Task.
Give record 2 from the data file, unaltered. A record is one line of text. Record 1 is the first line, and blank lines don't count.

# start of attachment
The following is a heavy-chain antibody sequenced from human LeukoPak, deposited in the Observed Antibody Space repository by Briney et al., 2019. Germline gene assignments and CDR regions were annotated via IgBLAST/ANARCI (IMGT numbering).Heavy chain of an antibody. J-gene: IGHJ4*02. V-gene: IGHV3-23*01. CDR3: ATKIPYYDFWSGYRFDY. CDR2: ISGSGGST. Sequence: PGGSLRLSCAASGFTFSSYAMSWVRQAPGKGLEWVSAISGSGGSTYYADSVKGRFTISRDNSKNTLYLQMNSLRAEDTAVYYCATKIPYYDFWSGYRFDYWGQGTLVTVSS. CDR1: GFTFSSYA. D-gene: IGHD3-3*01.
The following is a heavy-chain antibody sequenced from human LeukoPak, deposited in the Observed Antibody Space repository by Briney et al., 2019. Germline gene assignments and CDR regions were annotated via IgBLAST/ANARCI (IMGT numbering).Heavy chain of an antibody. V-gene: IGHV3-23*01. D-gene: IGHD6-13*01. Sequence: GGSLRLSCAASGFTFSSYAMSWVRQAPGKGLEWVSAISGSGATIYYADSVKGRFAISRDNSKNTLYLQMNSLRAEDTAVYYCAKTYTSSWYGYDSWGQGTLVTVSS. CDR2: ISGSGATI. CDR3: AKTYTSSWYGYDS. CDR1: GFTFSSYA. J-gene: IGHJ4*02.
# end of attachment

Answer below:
The following is a heavy-chain antibody sequenced from human LeukoPak, deposited in the Observed Antibody Space repository by Briney et al., 2019. Germline gene assignments and CDR regions were annotated via IgBLAST/ANARCI (IMGT numbering).Heavy chain of an antibody. V-gene: IGHV3-23*01. D-gene: IGHD6-13*01. Sequence: GGSLRLSCAASGFTFSSYAMSWVRQAPGKGLEWVSAISGSGATIYYADSVKGRFAISRDNSKNTLYLQMNSLRAEDTAVYYCAKTYTSSWYGYDSWGQGTLVTVSS. CDR2: ISGSGATI. CDR3: AKTYTSSWYGYDS. CDR1: GFTFSSYA. J-gene: IGHJ4*02.